When fashion ploughs into farming

SONITA CHANDAR
Last updated 11:59 03/06/2014
An Ag Art winning entry from last year's National Fieldays, Barking Mad by Joanne Bowe.
TREE BARK: An Ag Art winning entry from last year's National Fieldays, Barking Mad by Joanne Bowe.
Butchered by Joanne Rowe, a winner in the 2013 National Fieldays Ag Art competition.
DEHYDRATED MEAT: Butchered by Joanne Rowe, a winner in the 2013 National Fieldays Ag Art competition.

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Designers and artists across New Zealand and Australia have spent the past year unleashing the creative beast within to come up with a stunning array of garments for this year's New Zealand Agricultural Fieldays Ag Art Wear Awards.

Fieldays Ag Art Wear is a prestigious nationwide competition which challenges designers and artists to create wearable art garments made from materials sourced from the farm, rural industries or the natural environment.

The Ag Art wear competition has three categories Avant Garde, Designer Traditional and the newly created Classroom Couture category for secondary school students.

Designers can let their imagination run wild as previous entries have included raw meat, horse shoes, ear tags, No 8 Wire, feathers and animal carcasses.

Celebrating 20 years of creativity, a selection of garments from each category will be displayed during the Fieldays followed by the finale of this year's Fieldays Ag Art Wear Designer in the Field Gala Dinner and Awards Show. The awards show is a full theatrical event featuring all the marvellous creations and is the pinnacle of the competition.

It is considered to be one of Hamilton's hottest social events and with award winning satirist and comedian Te Radar as MC, the finale promises to be an entertaining extravaganza.

Fashion designer, successful entrepreneur, and philanthropist Annah Stretton has taken on the role of ambassador Ag Art Wear Awards and as such will be advocating the importance of the awards.

"Awards such as the Ag Art Wear enable the channelling of creativity within the agricultural sector, bringing another demographic into the already hugely successful Fieldays.

"They also offer creative New Zealanders the opportunity to mix design and art with an agricultural flavour," Stretton says.

As a judge at numerous fashion events including World of Wearable Art (WOW), Stretton has a wealth of experience and a keen eye for detail and says she will be looking for a great idea which has been executed well.

"Wearable art is not just another opportunity to create a frock; it's thinking outside the square as to the way in which art and the body become one and creating a piece that simply talks to an idea, is fresh, innovative and one that I have not seen hundreds of times before. Original work and ideas are key."

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Stretton herself has competed in numerous wearable art shows and says it is important to think outside the square and allow creative energies to be unleased. She enjoys working with all types of fabrics and is keen to include taxidermy in her creations.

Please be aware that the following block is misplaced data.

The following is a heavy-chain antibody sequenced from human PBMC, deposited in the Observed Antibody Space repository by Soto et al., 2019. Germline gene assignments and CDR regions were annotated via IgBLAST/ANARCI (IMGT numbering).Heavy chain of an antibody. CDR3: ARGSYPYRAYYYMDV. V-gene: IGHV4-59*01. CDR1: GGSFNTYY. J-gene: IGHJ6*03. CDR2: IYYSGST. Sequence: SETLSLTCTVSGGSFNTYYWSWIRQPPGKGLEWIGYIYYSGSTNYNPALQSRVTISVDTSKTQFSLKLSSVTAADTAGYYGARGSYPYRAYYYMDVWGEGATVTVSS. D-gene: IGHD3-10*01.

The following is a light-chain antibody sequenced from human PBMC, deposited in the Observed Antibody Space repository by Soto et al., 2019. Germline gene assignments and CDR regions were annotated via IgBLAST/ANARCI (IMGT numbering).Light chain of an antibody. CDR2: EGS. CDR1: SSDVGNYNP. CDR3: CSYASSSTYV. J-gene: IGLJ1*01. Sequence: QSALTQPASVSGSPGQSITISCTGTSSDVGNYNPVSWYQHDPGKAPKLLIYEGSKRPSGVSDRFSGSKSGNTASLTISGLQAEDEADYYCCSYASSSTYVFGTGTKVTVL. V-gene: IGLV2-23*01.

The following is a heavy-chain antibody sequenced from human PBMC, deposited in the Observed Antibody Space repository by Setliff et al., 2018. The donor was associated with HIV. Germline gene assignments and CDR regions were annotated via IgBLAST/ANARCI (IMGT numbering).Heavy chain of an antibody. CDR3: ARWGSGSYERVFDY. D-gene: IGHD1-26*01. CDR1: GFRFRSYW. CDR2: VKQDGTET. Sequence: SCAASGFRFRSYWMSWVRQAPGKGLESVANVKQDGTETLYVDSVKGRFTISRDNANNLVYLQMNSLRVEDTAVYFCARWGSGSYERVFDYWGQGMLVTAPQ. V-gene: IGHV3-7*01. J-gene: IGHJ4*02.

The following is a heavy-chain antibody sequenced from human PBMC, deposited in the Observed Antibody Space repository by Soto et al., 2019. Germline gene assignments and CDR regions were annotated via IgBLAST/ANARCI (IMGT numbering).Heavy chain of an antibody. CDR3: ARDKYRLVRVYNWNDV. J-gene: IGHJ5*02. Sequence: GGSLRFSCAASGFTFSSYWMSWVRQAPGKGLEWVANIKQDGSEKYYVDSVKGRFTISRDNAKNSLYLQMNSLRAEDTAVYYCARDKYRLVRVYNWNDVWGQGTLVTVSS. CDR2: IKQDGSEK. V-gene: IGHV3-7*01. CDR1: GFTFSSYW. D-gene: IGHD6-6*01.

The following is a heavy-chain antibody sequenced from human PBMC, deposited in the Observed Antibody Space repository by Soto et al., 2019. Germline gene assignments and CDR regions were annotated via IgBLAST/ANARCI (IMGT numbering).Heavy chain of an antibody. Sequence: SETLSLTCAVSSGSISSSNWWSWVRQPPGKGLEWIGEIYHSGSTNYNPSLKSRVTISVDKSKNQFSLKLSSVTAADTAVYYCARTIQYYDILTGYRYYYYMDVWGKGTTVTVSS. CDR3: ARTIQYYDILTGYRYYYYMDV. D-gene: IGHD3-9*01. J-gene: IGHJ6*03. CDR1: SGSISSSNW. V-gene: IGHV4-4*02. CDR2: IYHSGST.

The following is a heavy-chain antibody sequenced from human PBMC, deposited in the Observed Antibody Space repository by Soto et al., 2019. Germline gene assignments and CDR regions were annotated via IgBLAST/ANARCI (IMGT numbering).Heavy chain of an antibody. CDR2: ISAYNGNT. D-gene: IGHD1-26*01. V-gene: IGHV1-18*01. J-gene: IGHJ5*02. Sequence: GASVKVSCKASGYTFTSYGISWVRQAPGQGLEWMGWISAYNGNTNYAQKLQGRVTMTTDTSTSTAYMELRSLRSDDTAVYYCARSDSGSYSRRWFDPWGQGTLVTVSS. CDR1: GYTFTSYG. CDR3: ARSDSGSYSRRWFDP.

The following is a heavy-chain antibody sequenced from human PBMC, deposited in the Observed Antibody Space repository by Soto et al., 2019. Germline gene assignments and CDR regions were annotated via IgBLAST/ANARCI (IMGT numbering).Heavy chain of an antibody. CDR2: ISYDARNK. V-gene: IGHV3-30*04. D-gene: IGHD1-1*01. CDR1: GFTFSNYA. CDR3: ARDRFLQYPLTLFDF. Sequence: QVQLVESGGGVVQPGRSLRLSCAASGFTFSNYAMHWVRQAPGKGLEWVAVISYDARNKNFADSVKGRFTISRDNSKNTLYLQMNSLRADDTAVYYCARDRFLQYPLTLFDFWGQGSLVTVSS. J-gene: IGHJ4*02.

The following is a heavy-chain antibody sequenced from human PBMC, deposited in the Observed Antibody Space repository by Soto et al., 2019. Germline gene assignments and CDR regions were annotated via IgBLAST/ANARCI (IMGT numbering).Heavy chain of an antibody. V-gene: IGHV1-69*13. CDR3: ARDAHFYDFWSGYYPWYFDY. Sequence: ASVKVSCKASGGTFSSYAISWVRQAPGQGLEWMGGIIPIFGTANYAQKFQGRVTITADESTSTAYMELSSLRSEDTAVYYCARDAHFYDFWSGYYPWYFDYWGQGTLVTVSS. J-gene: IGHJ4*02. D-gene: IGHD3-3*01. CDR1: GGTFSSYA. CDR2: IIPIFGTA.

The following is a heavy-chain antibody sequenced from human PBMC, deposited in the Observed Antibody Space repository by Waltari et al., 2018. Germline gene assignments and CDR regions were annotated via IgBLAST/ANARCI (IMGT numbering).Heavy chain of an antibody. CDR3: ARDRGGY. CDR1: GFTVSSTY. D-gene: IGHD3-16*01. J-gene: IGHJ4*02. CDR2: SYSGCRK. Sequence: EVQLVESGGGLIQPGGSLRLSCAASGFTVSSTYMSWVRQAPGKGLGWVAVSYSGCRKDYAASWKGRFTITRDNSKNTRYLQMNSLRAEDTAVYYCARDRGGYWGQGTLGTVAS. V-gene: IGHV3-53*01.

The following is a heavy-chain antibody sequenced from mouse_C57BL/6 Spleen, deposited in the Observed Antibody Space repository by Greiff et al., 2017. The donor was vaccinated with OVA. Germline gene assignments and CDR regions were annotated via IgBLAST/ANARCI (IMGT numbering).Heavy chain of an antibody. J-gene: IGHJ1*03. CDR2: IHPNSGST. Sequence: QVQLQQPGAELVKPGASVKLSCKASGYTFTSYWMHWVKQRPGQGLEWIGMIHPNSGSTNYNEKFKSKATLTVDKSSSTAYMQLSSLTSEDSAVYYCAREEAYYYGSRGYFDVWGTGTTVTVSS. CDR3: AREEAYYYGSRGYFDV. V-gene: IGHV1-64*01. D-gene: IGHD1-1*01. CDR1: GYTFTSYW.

"We have created several garments for WOW that have been later used in fashion shows to add to the drama. The boar's head (Beauty and the Beast) was possibly the most infamous of these but there have been many others such as the Greatest Frock Show on Earth, Bow Tie and The Reluctant Bride which featured taxidermy magpies. These are all outfits that have their heart in fashion and often get used and re used throughout the year," she says.

Local Te Awamutu artist Joanne Bowe knows all about creating original exciting Ag Art Wear as she scooped three Ag Art Wear awards for the two creations she entered.

Bowe took out the Designer Traditional category for her garment Barking Mad made from tree bark and The Avant Garde award for Butchered featuring dehydrated meat. She also won the newly introduced Supreme Award.

Coming from a rural background, Bowe has been entering wearable art competitions for several years and says she is addicted.

"I really enjoy the creative process of wearable art. Once I know what materials I want to use, the idea normally just flows and coming from a farm, I know what materials are available which helps."

Bowe has once again entered the Fieldays Ag Art Wear competition and says her design has been inspired by Aztec goddesses and will incorporate maize.

With entrants from New Zealand and Australia, a $11,000 prize pool, and a judging panel of elite designers including Stretton and local textile designer Marion Manson, organisers say there are going to be some incredibly innovative outfits on show at the awards show.

The finale will be held on Friday, June 13, at Clarence Street Theatre, Hamilton. VIP tables can be booked at $1240 for a table of eight. This includes a sumptuous three-course meal, fine wines with dinner, the Ag Art Wear extravaganza show and a goody bag.

General admission tickets cost $39 and include the runway show and tiered seating arrangement. Tickets are available through Ticketek.

- Stuff

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